Original member of the famed Flavor Unit, Chill Rob G partnered with (read the label, kids) DJ Mark the 45 King to bring us his debut 12", "Dope Rhymes." Damn, that's four appearances for the 45 King so far. Chill Rob G's performance on "Dope Rhymes" sounds dated when I listen to it today, but dude held it down back in '88. His skill and flow was almost limitless and the B-side, featuring "Chillin'" and "Wild Pitch" almost trumps "Dope Rhymes." Definitely a 12" worth pursuing. He would later get robbed by Snap! for his "Let the Words Flow" on their song "The Power (I've Got)" which was re-recorded by some moron named Turbo B. Makes me wonder what would've happened to Chill Rob G had he been asked to rhyme on that record. Guess we'll never know.
MC Shan is the very meaning of "swaggah." Dude just had it. Once again under the careful ear of the great Marley Marl, Born to Be Wild is Shan at his very finest. And that's saying a lot considering that he broke the market with Down By Law. With cuts like the title cut, "I Pioneered This" (geez, talk about claiming your own) and "Juice Crew Law" (who didn't sample "Get Up, Get Into It, Get Involved" in 1988?), Born to Be Wild is among the finer and deeper albums of 1988. Sure, it won't be mentioned alongside the top albums on this list, but there's no mistaking Shan's place on this chart and his notch in history. We'll forgive Shan, however, for producing "Informer." Geez, bro. Why?

Girls, I got 'em locked? C'mon, guys, you're fooling no one with them high-top fades. All that aside, Girls I Got 'Em Locked is a decent offering from the short-lived duo. Driven by the title cut, the party-anthem "Super Nova" and the corny but dope "Girls Act Stupid-ly" (mainly dope because of it's prominent Commodores sample), Girls, like Rob Base and EZ Rock is predominantly a party record, but can't be entirely discredited simply for being a party record because it's damn good too. It's drips breakbeats and is always worth of party mix consideration. Super Nova Cee and Casa Nova would sphinctor off one more EP before falling off forever, but their finest moments on this full length cemented their place in one of hip hop's greatest years. Golden Era Classic!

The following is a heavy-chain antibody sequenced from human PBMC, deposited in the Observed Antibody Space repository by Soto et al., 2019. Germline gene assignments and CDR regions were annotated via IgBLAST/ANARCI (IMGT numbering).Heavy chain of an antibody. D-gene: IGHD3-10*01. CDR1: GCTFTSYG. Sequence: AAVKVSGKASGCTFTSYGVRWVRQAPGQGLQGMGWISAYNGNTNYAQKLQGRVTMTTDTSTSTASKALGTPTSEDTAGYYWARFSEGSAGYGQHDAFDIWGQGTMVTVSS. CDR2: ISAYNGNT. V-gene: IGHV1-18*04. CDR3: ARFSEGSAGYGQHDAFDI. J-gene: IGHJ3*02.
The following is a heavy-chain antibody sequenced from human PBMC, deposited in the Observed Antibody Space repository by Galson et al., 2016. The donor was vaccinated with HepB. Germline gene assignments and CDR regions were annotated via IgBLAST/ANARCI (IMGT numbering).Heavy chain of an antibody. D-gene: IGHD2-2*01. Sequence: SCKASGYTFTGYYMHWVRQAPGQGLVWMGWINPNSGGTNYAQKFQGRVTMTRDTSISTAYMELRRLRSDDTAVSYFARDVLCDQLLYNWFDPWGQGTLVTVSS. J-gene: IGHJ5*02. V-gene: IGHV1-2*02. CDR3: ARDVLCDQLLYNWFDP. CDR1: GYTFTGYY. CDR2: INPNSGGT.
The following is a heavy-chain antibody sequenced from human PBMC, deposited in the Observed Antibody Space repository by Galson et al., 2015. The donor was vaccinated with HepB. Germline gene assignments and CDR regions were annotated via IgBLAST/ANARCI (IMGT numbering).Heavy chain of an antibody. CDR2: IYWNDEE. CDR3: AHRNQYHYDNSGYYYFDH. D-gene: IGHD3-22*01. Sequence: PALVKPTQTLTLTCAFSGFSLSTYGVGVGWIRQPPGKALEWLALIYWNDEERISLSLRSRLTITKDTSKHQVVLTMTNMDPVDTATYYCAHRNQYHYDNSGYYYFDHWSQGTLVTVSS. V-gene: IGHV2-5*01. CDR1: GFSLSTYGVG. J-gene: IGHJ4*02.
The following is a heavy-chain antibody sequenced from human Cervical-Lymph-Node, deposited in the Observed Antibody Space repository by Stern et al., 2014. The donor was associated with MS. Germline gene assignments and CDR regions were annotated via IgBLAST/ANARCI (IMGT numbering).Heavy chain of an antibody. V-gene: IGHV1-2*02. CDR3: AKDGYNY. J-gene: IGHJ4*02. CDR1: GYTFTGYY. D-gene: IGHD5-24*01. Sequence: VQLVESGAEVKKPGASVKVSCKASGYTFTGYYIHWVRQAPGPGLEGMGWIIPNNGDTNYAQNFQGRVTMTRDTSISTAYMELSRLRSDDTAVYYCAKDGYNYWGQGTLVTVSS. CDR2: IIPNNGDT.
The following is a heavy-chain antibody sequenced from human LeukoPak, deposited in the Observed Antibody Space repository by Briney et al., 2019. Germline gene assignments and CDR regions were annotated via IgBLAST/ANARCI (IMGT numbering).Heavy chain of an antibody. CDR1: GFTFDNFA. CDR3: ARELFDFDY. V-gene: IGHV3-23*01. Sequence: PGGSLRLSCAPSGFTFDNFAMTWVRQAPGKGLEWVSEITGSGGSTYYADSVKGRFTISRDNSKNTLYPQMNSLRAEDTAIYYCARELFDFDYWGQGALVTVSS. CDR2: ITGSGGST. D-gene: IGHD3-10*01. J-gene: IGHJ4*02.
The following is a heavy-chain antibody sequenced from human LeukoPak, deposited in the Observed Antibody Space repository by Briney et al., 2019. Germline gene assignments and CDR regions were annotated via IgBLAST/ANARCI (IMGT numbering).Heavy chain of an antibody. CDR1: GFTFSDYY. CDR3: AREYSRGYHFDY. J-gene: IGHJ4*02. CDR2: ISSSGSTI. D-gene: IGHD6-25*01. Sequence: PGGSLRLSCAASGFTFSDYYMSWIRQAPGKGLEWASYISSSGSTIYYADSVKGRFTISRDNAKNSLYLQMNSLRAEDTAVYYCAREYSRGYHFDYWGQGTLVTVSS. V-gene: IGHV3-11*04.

This is that b-boy ish right here. Every track on this beast will pack the parquet with toprockers in seconds. The Masters of Ceremony, featuring the talents of a still-young Grand Puba Maxwell, were a potent crew of sound ninjas who were simply on point. Their sound and compositions were exact and perfectly produced. Dynamite is a funk-filled masterpiece which borrows from all of the best (Mandrill, JBs, Parliament, Wilson Pickett's "Engine Number Nine") and rocks harder than almost any other crew record from 1988. Geez, how many dudes were in Masters of Ceremony? I'm counting six on the cover. I don't know if there's limitations on how many "masters" can be in one crew. Fellas, you can't all be masters. You're nice, but not that nice. If you were so nice, you would've managed to record more than one record. Despite that, Dynamite's slammin'. Definitely worth coppin'.

Go Stetsa! In Full Gear is a snapshot of one of hip hop's greatest groups at their crest (not to be confused by groups at their crust). Orchestrated primarily by the great Prince Paul before he started producing De La Soul records and making serious cash (the rest produced by tastefully as well by Daddy-O), In Full Gear is a fun-loving record that boogies and backspins for well over an hour and satisfies with every listen. Driven commerically by the housey and extremely timely "Talkin' All That Jazz," this misstep was corrected with bangers like "This is It, Ya'll," "Rollin' Wit Rush," and the beatbox anthem "Stet Troop '88." The greatest aspect of this recording is the opportunity to hear a young Prince Paul make final adjustments to his game before hitting a four-year stride beginning only a year later with De La Soul's 3 Feet High and Rising. Puffy white jacket not included.

Besides being one of those the definitive Slick Rick records, "Mona Lisa" is one of those songs in the history of hip hop that just never goes away. Slick's prose is as intricate and dizzying as anyone out there and his mastery of the "conversating overdubs" is on full display on this recording. Some like "Children's Story," others are more the "Treat Her Like a Prostitute" type. I'm a "Mona Lisa" cat.